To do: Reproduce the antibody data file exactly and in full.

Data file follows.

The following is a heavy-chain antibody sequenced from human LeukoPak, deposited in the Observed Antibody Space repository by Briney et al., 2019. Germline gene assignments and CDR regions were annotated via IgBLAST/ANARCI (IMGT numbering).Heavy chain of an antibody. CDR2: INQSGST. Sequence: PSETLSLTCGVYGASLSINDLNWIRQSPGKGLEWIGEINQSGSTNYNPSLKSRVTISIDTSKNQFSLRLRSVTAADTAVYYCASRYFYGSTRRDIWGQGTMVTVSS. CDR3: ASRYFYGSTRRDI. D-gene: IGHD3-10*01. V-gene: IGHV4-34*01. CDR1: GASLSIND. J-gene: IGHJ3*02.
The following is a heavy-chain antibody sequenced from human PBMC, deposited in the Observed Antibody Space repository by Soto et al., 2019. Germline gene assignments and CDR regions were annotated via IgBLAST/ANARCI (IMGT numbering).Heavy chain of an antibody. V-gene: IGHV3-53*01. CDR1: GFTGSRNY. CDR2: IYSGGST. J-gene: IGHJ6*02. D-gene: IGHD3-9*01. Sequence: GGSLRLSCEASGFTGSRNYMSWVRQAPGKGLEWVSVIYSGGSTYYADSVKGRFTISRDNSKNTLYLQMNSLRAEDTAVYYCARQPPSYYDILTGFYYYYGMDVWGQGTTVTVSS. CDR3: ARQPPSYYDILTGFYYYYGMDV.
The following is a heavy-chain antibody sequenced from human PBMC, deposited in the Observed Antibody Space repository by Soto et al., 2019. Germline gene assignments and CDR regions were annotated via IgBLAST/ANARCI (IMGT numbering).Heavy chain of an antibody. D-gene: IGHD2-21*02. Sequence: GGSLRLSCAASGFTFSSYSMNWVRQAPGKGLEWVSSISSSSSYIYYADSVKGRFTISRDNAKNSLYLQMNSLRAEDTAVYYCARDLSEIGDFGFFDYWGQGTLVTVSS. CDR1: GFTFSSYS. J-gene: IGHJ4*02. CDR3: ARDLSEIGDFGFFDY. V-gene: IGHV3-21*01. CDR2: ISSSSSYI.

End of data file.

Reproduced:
The following is a heavy-chain antibody sequenced from human LeukoPak, deposited in the Observed Antibody Space repository by Briney et al., 2019. Germline gene assignments and CDR regions were annotated via IgBLAST/ANARCI (IMGT numbering).Heavy chain of an antibody. CDR2: INQSGST. Sequence: PSETLSLTCGVYGASLSINDLNWIRQSPGKGLEWIGEINQSGSTNYNPSLKSRVTISIDTSKNQFSLRLRSVTAADTAVYYCASRYFYGSTRRDIWGQGTMVTVSS. CDR3: ASRYFYGSTRRDI. D-gene: IGHD3-10*01. V-gene: IGHV4-34*01. CDR1: GASLSIND. J-gene: IGHJ3*02.
The following is a heavy-chain antibody sequenced from human PBMC, deposited in the Observed Antibody Space repository by Soto et al., 2019. Germline gene assignments and CDR regions were annotated via IgBLAST/ANARCI (IMGT numbering).Heavy chain of an antibody. V-gene: IGHV3-53*01. CDR1: GFTGSRNY. CDR2: IYSGGST. J-gene: IGHJ6*02. D-gene: IGHD3-9*01. Sequence: GGSLRLSCEASGFTGSRNYMSWVRQAPGKGLEWVSVIYSGGSTYYADSVKGRFTISRDNSKNTLYLQMNSLRAEDTAVYYCARQPPSYYDILTGFYYYYGMDVWGQGTTVTVSS. CDR3: ARQPPSYYDILTGFYYYYGMDV.
The following is a heavy-chain antibody sequenced from human PBMC, deposited in the Observed Antibody Space repository by Soto et al., 2019. Germline gene assignments and CDR regions were annotated via IgBLAST/ANARCI (IMGT numbering).Heavy chain of an antibody. D-gene: IGHD2-21*02. Sequence: GGSLRLSCAASGFTFSSYSMNWVRQAPGKGLEWVSSISSSSSYIYYADSVKGRFTISRDNAKNSLYLQMNSLRAEDTAVYYCARDLSEIGDFGFFDYWGQGTLVTVSS. CDR1: GFTFSSYS. J-gene: IGHJ4*02. CDR3: ARDLSEIGDFGFFDY. V-gene: IGHV3-21*01. CDR2: ISSSSSYI.